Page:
Dismiss Notice
Join Physics Forums Today!
The friendliest, high quality science and math community on the planet! Everyone who loves science is here!

Momentum of particle

  1. Dec 23, 2011 #1
    Say I have the rest energy(mc^2) and the total energy of a particle (E), would getting the momentum energy of the particle be as simple as doing (E^2-(mc^2)^2)^(1/2) = pc?

    And when accelerating a electron through a potential difference how would I work out its momentum, given I have its rest energy and the value for potential difference?

  2. jcsd
  3. Dec 23, 2011 #2
    That looks like the correct equation to use.

    When an electron is accelerated through a potential difference, what happens to its total energy?
  4. Dec 23, 2011 #3
    c=1 you have
    E2= p2+m2

    so you want to know the momentum you do what you said

    p=√ [E2-m2]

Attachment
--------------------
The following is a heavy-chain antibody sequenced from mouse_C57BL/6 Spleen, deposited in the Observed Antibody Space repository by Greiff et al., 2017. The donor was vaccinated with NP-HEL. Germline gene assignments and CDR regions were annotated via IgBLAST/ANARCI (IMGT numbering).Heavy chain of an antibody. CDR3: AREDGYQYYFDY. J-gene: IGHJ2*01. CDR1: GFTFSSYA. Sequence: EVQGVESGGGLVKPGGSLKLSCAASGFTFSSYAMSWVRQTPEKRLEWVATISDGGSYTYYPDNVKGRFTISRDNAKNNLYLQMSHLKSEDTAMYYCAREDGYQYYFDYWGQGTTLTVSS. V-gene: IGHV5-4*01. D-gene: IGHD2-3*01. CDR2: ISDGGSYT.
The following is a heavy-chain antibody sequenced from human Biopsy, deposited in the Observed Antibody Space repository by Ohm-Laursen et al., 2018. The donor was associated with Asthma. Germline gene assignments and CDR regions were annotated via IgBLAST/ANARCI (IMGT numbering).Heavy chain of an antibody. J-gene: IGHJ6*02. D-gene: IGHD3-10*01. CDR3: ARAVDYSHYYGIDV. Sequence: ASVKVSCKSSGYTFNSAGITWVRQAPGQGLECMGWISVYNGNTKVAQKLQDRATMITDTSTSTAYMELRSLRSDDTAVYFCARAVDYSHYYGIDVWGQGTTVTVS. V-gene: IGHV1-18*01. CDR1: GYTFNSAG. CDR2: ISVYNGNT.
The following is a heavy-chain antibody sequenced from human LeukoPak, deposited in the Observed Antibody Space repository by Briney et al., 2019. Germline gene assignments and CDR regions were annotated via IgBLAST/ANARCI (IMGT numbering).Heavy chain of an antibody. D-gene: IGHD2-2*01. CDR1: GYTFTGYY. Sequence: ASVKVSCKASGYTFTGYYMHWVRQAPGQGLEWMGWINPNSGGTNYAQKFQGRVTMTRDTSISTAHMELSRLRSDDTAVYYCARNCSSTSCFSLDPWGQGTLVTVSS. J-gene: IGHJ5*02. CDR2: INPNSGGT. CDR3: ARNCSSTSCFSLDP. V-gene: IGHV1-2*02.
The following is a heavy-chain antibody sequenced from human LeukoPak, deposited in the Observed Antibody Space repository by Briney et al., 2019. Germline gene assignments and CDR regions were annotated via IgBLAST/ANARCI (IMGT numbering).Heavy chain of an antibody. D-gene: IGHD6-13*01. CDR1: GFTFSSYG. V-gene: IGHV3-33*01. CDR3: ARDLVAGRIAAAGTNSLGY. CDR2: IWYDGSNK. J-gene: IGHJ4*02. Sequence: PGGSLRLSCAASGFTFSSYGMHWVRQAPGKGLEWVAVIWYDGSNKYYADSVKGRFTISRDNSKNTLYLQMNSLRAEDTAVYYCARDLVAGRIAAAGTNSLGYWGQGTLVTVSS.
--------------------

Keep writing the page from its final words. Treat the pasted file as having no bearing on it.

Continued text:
by the time you say "total energy E" it means that the kinetical energy is within your already known parameter, so is there a potential, is there not- you know E, you know mass, so you know its mommentum.
  5. Dec 23, 2011 #4
    I am assuming that for a p.d. of for example 1 MV, this will create an energy difference of 1 MeV for an electron and with the rest energy of around 0.5 MeV for an electron, it would simply equal 1.5 MeV/c for the momentum, but I think this is wrong, but I don't understand why.
  6. Dec 23, 2011 #5


    User Avatar
    Science Advisor
    Gold Member

    Assuming all the energy was kinetic, your formula works. If there is also potential energy involved, then you have to take that into account as well.
Share this great discussion with others via Reddit, Google+, Twitter, or Facebook